Havana. A Cuban doctor impatiently disarms his stethoscope to be able to adapt his Y-type tube to an oxygen tank and thus be able to save two serious patients from covid-19, at a time when an explosion of infections overwhelms the health services of the island, pride and column of your social system.
On July 26, Pedro Julio Miranda, a 26-year-old doctor, faced a dilemma while on duty at the Hospital del Sur, in the central province of Villa Clara: he had four patients in serious condition and only three tanks of oxygen.
“Imagine playing God, deciding who lives and who dies. I thought that if I didn’t do something one of the four would definitely die,” Miranda tells AFP via WhatsApp.
I was looking for “something that was hollow and bifurcated at one end, until God enlightened me, I had the solution close by and I was unable to see it because it was around my neck,” he says. It was his stethoscope.
Weeks later, the Health Ministry recognized “limitations” in providing medical oxygen. And in the eastern province of Holguín, dozens of doctors denounced in two collective videos the hospital collapse in their region, something unusual in the socialist Caribbean country.
President Miguel Díaz-Canel himself said on August 12 that the situation had “exceeded the capacities of the health system, putting stress on the work of all its personnel.”
Cuba managed to manage the health crisis until last July the delta variant triggered the coronavirus infections. The average number of daily cases up to August 22 was “39.2% higher than at the end of July,” reported José Ángel Portal, Minister of Health.
As of Monday, the island, of 11.2 million inhabitants, accumulated 646,513 cases and 5,219 deaths.
For Amilcar Pérez-Riverol, a Cuban researcher at the FAPESP Foundation, at the State University of Sao Paulo (Brazil), there is “a serious situation and an explosion of uncontrolled transmission of the virus.”
“Cuba has remained for many weeks with a positivity rate of around 20%,” four times the rate indicated by the WHO “as an alarm for high viral circulation,” he said.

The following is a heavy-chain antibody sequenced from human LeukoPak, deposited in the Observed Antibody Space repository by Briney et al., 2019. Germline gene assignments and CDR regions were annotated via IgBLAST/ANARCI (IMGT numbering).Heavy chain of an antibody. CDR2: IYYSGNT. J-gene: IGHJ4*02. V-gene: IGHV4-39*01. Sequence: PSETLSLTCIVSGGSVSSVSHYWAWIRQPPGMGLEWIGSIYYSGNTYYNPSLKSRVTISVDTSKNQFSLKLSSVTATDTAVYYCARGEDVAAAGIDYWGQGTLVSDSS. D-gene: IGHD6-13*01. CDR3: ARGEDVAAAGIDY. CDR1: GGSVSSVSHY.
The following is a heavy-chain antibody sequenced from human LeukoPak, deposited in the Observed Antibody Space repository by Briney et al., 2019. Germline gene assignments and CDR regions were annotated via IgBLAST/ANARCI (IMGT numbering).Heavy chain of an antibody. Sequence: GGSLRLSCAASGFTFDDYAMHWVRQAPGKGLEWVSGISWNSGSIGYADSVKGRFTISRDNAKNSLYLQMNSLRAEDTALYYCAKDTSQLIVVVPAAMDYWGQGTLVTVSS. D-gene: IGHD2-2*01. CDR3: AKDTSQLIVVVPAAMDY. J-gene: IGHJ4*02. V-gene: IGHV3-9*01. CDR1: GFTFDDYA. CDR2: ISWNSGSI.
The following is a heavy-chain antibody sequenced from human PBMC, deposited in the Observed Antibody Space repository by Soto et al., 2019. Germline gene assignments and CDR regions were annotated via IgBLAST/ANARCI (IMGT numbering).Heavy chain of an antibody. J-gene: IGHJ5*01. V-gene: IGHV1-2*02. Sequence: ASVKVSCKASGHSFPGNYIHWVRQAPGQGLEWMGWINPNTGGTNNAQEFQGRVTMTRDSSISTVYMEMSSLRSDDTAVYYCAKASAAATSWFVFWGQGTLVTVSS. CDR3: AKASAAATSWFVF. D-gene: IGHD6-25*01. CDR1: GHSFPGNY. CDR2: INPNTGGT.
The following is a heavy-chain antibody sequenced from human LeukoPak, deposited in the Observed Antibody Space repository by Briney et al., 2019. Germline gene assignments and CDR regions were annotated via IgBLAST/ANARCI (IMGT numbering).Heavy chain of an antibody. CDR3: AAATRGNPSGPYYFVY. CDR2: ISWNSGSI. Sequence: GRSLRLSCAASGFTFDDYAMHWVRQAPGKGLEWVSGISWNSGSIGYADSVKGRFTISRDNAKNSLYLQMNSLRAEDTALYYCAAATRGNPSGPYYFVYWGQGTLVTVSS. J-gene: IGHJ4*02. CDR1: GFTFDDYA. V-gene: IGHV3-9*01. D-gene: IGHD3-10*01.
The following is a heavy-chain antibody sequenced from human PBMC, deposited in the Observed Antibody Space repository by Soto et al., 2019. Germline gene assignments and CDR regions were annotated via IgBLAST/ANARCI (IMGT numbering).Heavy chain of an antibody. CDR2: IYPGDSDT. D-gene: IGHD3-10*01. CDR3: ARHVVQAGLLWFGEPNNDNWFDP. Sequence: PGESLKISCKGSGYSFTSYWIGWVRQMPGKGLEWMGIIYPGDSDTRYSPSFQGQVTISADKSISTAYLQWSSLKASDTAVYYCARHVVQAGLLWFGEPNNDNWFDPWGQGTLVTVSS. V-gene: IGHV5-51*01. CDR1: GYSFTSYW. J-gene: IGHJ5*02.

With an extensive network of neighborhood clinics, the country has 82 doctors per 10,000 inhabitants, compared to 32 in France and 26 in the United States, according to the WHO. Even Havana has deployed some 4,000 health professionals in some 40 countries to help tackle COVID-19.
The main asset of the Cuban health system is prevention, but at the “second level it is not a power at all,” said Pérez-Riverol.
“When an explosion of this magnitude occurs, if the first containment barrier is overwhelmed, at the second level the situation worsens very quickly,” he added.
Under the US trade embargo since 1962, the country’s hospital system has for years suffered from infrastructure weaknesses, a shortage of medicines, diagnostic supplies and equipment.
“My people, I have my father in therapy with both lungs compromised,” he said on his Twitter account Mag Jorge Castro, while asking for drugs such as nimotuzumab, jusvinza and cefepime. Other messages on social networks spoke of patients who would have been intubated without sedatives.
State television reports have revealed that people wait up to 24 hours to be transferred to a hospital and AFP was able to verify the lack of antigen, PCR and drug tests in local clinics.
With a biometric industry that produces most of the vaccines for its population, Cuba developed its own immunizers against the coronavirus: Abdala, Soberana 02 and Soberana Plus, although not yet recognized by the WHO.
In addition, it began to use the Chinese Sinopharm vaccine on Sunday in the central province of Cienfuegos.
When vaccination began in May, the government proposed to have supplied the antiviral to 70% of the population by August and to complete 100% in December, but currently only 3.5 million Cubans are immunized (31.3%).
At the end of May Yuri Valdés, deputy director of the Finlay Institute, which produces Soberana, denounced that, due to the US embargo, they had not obtained supplies to make more vaccines.
“The production of Soberana has stabilized, now the vaccination must increase,” said Pérez-Riverol and stressed that there are preliminary indications of the effectiveness of the Cuban vaccine because in Havana, where the entire vaccinable population is immunized, there is no news of hospital collapse or increased funeral services.